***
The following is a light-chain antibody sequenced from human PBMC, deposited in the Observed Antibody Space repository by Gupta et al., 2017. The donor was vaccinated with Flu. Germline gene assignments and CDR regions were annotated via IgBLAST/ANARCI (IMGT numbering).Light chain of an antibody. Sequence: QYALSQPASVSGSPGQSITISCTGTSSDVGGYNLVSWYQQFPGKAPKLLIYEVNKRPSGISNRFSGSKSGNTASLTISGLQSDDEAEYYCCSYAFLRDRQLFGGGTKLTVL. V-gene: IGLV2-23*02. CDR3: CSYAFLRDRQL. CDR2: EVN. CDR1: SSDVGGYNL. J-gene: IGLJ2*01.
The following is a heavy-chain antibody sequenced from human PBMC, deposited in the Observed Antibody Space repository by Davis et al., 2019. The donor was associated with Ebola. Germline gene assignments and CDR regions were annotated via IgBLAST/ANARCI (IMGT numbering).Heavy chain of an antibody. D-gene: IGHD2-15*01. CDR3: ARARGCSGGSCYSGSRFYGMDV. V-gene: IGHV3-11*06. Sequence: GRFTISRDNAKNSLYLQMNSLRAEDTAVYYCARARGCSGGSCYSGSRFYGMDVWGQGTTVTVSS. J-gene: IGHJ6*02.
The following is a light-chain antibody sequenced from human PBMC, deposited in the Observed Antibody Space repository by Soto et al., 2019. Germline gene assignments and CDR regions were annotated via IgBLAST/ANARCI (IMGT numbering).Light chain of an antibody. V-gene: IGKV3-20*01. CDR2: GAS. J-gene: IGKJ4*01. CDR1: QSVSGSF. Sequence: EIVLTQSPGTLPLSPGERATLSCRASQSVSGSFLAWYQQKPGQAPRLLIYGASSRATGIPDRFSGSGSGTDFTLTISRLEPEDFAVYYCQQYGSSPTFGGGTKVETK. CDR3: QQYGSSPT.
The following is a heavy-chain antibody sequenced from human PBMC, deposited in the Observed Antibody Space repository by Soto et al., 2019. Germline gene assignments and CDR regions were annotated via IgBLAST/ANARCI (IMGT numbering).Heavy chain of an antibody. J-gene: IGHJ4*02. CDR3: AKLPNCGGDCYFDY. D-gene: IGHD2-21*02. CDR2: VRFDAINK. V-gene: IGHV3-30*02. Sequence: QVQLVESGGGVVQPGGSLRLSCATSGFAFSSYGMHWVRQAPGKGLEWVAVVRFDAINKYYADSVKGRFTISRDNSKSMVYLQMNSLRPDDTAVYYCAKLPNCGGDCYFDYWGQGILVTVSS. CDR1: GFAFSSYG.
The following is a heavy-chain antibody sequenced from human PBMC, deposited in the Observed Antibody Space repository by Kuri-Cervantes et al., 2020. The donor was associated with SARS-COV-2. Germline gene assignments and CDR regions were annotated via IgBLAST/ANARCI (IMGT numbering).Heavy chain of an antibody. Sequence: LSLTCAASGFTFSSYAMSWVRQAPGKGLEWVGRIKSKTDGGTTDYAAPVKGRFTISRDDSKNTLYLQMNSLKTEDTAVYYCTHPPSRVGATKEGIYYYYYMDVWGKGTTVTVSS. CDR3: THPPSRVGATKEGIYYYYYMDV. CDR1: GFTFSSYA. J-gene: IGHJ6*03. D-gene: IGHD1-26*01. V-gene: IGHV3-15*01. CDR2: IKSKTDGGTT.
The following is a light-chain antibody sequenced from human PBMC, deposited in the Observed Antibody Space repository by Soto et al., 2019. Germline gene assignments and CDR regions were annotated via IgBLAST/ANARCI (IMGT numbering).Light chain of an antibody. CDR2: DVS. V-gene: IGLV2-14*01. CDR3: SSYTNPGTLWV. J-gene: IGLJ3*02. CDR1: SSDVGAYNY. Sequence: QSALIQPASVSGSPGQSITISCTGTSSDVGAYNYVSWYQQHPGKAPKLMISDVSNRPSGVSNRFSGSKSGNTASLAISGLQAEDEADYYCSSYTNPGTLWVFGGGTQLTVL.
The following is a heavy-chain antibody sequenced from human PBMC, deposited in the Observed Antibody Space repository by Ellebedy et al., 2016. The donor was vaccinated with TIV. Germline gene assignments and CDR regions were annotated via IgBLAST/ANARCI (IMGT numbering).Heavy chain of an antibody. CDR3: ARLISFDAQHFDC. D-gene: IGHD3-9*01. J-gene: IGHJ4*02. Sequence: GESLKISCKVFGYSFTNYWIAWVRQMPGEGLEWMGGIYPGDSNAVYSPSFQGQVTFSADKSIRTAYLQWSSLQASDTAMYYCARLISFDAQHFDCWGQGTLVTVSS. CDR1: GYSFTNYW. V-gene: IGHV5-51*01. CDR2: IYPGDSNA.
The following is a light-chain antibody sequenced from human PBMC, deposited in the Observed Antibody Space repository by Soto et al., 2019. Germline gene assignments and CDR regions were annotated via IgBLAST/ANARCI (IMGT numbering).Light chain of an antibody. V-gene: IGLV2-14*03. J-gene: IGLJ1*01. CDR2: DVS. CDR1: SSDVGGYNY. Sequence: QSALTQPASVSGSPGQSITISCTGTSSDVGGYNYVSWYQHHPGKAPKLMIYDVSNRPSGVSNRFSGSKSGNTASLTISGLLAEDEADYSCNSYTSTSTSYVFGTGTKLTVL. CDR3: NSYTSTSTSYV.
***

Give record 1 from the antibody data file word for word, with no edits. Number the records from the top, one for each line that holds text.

The following is a light-chain antibody sequenced from human PBMC, deposited in the Observed Antibody Space repository by Gupta et al., 2017. The donor was vaccinated with Flu. Germline gene assignments and CDR regions were annotated via IgBLAST/ANARCI (IMGT numbering).Light chain of an antibody. Sequence: QYALSQPASVSGSPGQSITISCTGTSSDVGGYNLVSWYQQFPGKAPKLLIYEVNKRPSGISNRFSGSKSGNTASLTISGLQSDDEAEYYCCSYAFLRDRQLFGGGTKLTVL. V-gene: IGLV2-23*02. CDR3: CSYAFLRDRQL. CDR2: EVN. CDR1: SSDVGGYNL. J-gene: IGLJ2*01.